Please click here for our Key Stage 1 curriculum: www.chapelendinfants.com/curriculum
Children have a natural desire to explore, communicate, create and learn. Play engages children’s bodies, minds and emotions. In playing children can learn to interact with others and be part of a community, to experience and manage feelings, and to be in control and confident about themselves and their abilities.
At Chapel End Early Years, we strive to ensure children feel safe and confident so they can explore and play and he Early Years Foundation Stage Curriculum is followed through our Willow, Nursery and Reception provision. Information is contained within the Early Years Handbook and further information can be found in the links below and within the Willow, Nursery and Reception areas of the website.
We largely follow a ‘teaching in the moment’ approach. Adults create enabling environments that are equipped to meet the needs, interests and stages of development of each child.
Adults move to where the children are engaged and interact with them as they play, making the most of children’s natural desire to explore and learn to enhance the learning whenever a “teachable moment” is spotted. Practitioner observations, interactions and the outcomes of these moments are recorded and contribute to the child’s ‘Special Book’ which is a detailed profile of the child’s developmental learning journey. This approach supports children to develop as purposeful, calm, confident and independent learners. Our highly skilled teams support children to meet their next steps and drive their innate desire to learn forwards.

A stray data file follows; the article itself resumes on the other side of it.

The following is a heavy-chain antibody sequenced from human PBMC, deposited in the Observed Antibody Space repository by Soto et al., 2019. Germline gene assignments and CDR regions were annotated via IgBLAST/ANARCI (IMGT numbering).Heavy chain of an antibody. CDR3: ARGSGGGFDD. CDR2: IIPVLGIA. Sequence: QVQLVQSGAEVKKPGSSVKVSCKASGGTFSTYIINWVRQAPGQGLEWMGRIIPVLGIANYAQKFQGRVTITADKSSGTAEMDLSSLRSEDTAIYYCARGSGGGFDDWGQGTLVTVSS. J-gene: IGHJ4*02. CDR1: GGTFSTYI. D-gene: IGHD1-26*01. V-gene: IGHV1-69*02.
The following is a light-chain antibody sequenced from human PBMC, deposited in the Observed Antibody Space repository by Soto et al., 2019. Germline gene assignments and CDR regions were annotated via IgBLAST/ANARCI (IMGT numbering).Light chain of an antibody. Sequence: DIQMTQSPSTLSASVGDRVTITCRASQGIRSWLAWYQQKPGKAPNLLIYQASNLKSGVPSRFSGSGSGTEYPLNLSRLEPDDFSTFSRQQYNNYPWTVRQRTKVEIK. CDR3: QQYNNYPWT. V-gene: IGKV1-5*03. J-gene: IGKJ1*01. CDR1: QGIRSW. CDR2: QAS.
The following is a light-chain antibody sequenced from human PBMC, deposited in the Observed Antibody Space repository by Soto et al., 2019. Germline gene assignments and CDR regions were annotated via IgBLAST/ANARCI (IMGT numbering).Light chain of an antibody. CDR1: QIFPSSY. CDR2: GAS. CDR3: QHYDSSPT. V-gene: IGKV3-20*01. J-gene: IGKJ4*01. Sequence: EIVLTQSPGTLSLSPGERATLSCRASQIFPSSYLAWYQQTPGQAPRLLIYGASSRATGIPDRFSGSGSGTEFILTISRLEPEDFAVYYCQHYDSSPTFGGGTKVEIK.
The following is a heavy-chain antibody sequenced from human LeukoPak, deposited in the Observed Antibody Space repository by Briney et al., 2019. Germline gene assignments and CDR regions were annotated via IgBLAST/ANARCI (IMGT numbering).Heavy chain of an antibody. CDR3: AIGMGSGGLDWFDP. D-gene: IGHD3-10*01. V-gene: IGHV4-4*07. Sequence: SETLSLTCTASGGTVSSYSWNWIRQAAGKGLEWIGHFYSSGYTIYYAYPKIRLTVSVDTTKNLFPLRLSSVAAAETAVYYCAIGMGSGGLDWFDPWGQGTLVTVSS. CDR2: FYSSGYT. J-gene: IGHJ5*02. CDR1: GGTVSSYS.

Play can help children to develop these positive dispositions for learning:
- finding an interest
- being willing to explore, experiment and try things out
- knowing how and where to seek help
- being inventive – creating problems, and finding solutions
- being flexible – testing and refining
- being engaged and involved – concentrating, sustaining interest, persevering with a task, even when it is challenging
- making choices and decisions
- making plans and knowing how to carry them out
- playing and working collaboratively with peers and adults
- managing self, managing others
- developing ‘can-do’ orientations to learning
- being resilient – finding alternative strategies if things don’t always go as planned
- understanding the perspectives and emotions of other people.
Practitioners cannot plan children’s play, because this would work against the choice and control that are central features of play. Practitioners can and should plan for children’s play, however, by creating high-quality learning environments, and ensuring uninterrupted periods for children to develop their play.
The Foundation Stage curriculum is organised into different areas of learning.
Personal, Social and Emotional Development; Physical Development and Communication and Language
Literacy; Mathematics; Understanding of the World and Expressive Arts and Design
When children reach Reception, they continue to benefit from periods of sustained uninterrupted play alongside periods of direct whole class teaching and engaging, practical hands on small group activities.
We use ‘core books’ to support our literacy sessions alongside the systematic teaching of phonics. We use a range of tools to support our teaching. Further information can be found here – http://www.letters-and-sounds.com/phase-2.html and here https://www.youtube.com/watch?v=TkXcabDUg7Q. Each child has a bug club login and we encourage you to read daily with you child.
We use White Rose maths to support and enhance our mathematics planning. Further information can be found here – https://whiterosemaths.com/homelearning.